For the couple of people who do not know, the Crown Property Bureau is the largest shareholder of SCG and runs the group. International shareholders might question this “donation” that really does polish the royal posterior.

Sirindhorn is nearly always acclaimed at the most “down to earth” of the royals, but clearly her nether regions need special and expensive care.

“This toilet was constructed for the Thai princess’ use. When the princess has finished with it, they will take the toilet equipment back to Thailand, but the princess will leave the building for our community to use…”. Well, SCG will leave it.

We wonder why Cambodians don’t deserve “toilet equipment”? Perhaps the royal butt has special features and leaves something behind that might be exploited. We recall that Kukrit Pramoj once smashed a toilet after the king had seated himself on it for his ablutions.

A Thai involved in the outhouse construction noted that SCG had used “materials are of the very highest quality,” and required the work of one Thai supervisor and “10 Thai laborers who built the structure using only materials imported from Thailand.”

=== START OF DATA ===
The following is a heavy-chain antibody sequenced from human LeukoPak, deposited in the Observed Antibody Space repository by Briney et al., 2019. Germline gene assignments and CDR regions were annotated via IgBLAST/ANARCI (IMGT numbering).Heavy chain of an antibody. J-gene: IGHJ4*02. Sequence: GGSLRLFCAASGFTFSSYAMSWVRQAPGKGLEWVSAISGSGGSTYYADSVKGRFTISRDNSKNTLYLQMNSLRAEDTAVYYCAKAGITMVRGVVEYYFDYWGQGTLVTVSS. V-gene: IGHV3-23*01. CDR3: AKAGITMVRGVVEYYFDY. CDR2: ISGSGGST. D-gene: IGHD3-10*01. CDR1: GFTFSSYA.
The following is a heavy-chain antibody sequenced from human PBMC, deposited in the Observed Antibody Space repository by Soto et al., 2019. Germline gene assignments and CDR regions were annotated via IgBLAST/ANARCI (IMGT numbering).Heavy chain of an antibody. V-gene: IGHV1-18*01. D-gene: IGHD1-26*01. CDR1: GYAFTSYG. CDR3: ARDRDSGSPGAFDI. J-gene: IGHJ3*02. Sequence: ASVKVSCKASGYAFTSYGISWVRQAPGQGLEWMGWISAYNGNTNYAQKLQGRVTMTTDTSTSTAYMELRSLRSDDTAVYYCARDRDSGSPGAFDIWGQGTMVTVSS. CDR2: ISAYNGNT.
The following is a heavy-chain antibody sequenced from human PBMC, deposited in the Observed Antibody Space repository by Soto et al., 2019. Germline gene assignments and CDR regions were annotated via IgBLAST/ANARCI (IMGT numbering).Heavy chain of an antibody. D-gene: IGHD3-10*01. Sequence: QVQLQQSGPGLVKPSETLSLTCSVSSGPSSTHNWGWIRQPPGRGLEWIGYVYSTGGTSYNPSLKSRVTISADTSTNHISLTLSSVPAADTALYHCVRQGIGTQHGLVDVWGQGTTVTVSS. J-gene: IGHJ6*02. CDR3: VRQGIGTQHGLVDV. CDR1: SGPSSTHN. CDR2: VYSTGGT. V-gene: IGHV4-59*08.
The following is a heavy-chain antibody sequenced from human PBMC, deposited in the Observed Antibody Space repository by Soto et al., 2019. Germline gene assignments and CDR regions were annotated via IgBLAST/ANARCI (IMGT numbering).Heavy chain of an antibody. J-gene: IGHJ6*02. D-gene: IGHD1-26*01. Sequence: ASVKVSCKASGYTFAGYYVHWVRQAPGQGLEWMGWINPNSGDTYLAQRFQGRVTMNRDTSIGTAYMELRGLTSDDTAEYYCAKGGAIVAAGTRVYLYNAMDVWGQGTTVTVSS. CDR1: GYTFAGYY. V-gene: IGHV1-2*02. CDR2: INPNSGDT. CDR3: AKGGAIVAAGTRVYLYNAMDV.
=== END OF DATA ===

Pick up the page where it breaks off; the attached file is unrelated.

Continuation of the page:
Presumably, for Thai elites, Cambodians are untrustworthy or worse when it comes to royals. Cambodian workers banged up some other, “more modest” bogs for the royal’s usually extensive entourage when they need to empty the pipes.

The report says that the “facilities will almost certainly come in handy” because “Pierre-Yves Clais, the owner of the Terres Rouges Lodge in Banlung City, said his staff had been tasked with organizing a lakeside banquet for Princess Sirindhorn featuring fish amok, fish in butter sauce, foie gras and ‘pancakes done the French way’.”

The report cites Andrew MacGregor Marshall, the author of “A Kingdom in Crisis: Thailand’s Struggle for Democracy in the Twenty-First Century,” who described the construction as “an insult to the Cambodian people.” He’s right.





Old men renewed

7 10 2015

What is that statement by a dead philosopher? George Santayana, reflecting his times and his political conservatism, stated:

Progress, far from consisting in change, depends on retentiveness. When change is absolute there remains no being to improve and no direction is set for possible improvement: and when experience is not retained, as among savages, infancy is perpetual. Those who cannot remember the past are condemned to repeat it.

Marx put it this way when referring respectively to Napoleon I and to his nephew Louis Napoleon in The Eighteenth Brumaire:

Hegel remarks somewhere that all great world-historic facts and personages appear, so to speak, twice. He forgot to add: the first time as tragedy, the second time as farce.